Sunday, February 26, 2012

I break the law

On Friday, three other scooter riders and I simultaneously got pulled over by the Taiwanese police.

Other than the occasional late-night drunk driving check, I'd never been stopped before.

Our crime? All of us had turned left at an intersection. We had the green light, and the oncoming traffic still had a red light.

However, none of us complied with the "two-point turn" sign that you see on the right. 

機慢車 (jī màn chē)—Scooters & slow-moving vehicles
兩段左轉 (liǎng duàn zuǒ zhuǎn)—Two-part left turn

When you see this sign, instead of turning left at an intersection, you must first drive to a painted box in the lane perpendicular to yours (the cross-traffic lane), and wait there until the light turns green. Theoretically, this reduces the risk of a head-on collision from opposing traffic.

Here's a graphic to help explain.

In this picture, however, the scooter rider is driving on the left. In Taiwan, like in the US, we drive on the right side.

The fact that I got this explanatory image from a Taiwanese website, explaining traffic rules to a Taiwanese girls' school ( may help explain my frustration with the overall driving sense here.

Let me whine here a bit. I've been driving this same route to work for more than two years now, and I'd never seen that sign before. This particular intersection has been experiencing construction work for the past few months, and I had noticed new lines recently painted on the upgraded asphalt, but not the sign.

Anyway, the two cops motioned the lot of us towards the side of the road.

While one guy took care of the three Taiwanese offenders, the other cop—who obviously drew the short straw—approached me. In his best English, he asked for my identification. He took my license and asked, "Can you speak Chinese?"

I'd heard plenty of police stories, from foreigners and Taiwanese alike, advising to always play dumb. In my case, I really wasn't deceiving anyone when I answered 一點點 —"A little bit."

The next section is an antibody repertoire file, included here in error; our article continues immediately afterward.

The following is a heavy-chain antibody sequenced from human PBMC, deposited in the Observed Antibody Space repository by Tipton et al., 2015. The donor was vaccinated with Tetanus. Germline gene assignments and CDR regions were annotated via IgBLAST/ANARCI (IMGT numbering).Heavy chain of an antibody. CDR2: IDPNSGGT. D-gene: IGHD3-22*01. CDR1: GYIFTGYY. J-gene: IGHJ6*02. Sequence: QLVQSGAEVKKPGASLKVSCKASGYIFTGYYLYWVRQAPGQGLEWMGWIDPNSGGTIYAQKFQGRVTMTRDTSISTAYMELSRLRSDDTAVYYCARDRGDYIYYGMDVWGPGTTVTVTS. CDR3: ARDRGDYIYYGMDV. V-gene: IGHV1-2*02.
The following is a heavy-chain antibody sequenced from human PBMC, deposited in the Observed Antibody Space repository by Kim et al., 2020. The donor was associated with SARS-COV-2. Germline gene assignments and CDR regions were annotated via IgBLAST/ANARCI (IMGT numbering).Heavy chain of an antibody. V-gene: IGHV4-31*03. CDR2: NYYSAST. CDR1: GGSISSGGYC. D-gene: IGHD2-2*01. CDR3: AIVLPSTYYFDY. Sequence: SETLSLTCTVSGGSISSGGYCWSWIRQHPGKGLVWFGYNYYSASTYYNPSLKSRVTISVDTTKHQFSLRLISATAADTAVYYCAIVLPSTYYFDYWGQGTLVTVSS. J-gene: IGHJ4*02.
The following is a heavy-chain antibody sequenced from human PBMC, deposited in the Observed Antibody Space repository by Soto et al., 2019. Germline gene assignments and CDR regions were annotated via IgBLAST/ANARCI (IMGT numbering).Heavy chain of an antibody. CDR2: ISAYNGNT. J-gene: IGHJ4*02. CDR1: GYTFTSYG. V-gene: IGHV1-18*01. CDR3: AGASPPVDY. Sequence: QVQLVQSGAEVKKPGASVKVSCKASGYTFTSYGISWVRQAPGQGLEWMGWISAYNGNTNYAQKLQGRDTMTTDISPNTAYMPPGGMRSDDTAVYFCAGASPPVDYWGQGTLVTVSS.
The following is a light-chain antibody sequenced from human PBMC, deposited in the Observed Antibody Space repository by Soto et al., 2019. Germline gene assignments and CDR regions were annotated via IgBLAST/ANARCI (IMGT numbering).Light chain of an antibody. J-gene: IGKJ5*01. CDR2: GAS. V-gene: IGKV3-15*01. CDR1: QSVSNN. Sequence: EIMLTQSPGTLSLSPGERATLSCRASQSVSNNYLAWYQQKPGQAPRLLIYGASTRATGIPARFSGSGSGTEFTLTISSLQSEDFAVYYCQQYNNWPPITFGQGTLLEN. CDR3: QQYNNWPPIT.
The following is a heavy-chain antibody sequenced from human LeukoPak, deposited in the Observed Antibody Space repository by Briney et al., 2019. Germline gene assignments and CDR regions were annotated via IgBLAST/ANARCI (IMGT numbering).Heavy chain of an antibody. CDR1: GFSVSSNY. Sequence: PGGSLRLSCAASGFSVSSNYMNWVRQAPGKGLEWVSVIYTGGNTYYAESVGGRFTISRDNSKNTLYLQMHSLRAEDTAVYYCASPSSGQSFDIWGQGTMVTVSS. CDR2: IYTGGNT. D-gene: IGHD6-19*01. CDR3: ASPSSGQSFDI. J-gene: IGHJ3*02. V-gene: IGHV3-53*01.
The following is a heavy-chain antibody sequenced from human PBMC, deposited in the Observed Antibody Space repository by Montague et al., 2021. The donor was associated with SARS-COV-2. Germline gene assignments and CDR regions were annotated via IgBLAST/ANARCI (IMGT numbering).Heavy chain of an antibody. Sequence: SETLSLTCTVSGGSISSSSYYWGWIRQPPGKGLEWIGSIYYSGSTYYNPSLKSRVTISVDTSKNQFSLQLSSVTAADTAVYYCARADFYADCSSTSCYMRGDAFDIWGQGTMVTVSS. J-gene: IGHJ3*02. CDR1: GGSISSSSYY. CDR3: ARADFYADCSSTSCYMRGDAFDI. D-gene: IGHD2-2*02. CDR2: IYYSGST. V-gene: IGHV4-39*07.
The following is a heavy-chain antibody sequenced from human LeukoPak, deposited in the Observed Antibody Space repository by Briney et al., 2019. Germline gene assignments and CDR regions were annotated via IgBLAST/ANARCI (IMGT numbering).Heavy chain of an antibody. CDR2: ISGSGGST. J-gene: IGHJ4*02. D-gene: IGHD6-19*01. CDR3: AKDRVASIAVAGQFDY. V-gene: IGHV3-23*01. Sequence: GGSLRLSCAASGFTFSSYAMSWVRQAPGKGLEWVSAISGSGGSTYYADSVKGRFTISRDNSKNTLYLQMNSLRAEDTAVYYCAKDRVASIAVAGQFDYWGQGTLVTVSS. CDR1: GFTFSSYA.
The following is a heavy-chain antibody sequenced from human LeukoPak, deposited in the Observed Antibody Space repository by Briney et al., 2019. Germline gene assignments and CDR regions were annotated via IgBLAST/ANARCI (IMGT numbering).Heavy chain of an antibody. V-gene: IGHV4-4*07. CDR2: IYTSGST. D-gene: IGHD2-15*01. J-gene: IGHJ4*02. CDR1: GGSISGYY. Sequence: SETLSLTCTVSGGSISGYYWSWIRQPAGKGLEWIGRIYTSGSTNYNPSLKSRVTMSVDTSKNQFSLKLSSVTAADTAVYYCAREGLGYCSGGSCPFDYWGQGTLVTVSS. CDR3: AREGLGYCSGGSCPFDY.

The officer went back to consult with the other officer, while I still didn't understand why we had been stopped. A bit later he returned and, showing me some images from his digital camera, he explained that we hadn't followed the two-point turn sign. After seeing the evidence, I accepted the fact that I was indeed in the wrong.

The officer then remarked that my license was expired. I pointed out, however, that I had renewed it, and that the DMV had simply written in a new expiration date on the back, which the officer hadn't noticed. He asked if I owned the scooter, whereby I produced my vehicle owner's registration and proof of insurance. I know that plenty of foreigners drive illegally here, so I think having the proper paperwork helped my case.

The officer informed me that I could pay the ticket at the Post Office or at 7-11 (of course!) and told me in English that the fine would be NT$6,000 (US$180). Incredulously, I asked 六千塊嗎?! —"Six thousand dollars?!" at which point he realized his error and, flustered, tried to remember the correct English. I suggested 六白呢? —"Six hundred?" (US$18) which he verified as the correct amount. 

He continued to write the citation, but kept his eye on the last scooter rider who was pulling away. He watched her go down the road, and when she was out of eye shot he quickly returned my documents and told me no ticket was necessary! Knowing I was indeed guilty, I asked 真的嗎? —"Really?"  He simply advised me to be careful in the future, and I assured him that I would obey the sign now that I knew it existed. 

One cultural difference I've noticed between Taiwan and the US is language tolerance. Although Mandarin Chinese is the official language here, people will seem embarrassed when they feel their English isn't up to par, especially government officials and those with higher education. I've never sensed a superior and dismissive "You're in Taiwan—speak Chinese!" attitude, although I suppose that's their right.

Of course, when spending an extended length of time in a foreign country, you should try to learn the local language. However, anyone who has attempted this knows that it doesn't happen overnight. And during that transition, a little understanding and helpful sympathy from the local population goes a long way towards social harmony. The Taiwanese understand this and put this into practice. 

UPDATE: I'm not saying I'm a saint. This past weekend I rented and drove a 125cc scooter, although my license indicates that I'm only legally authorized to drive a 50cc.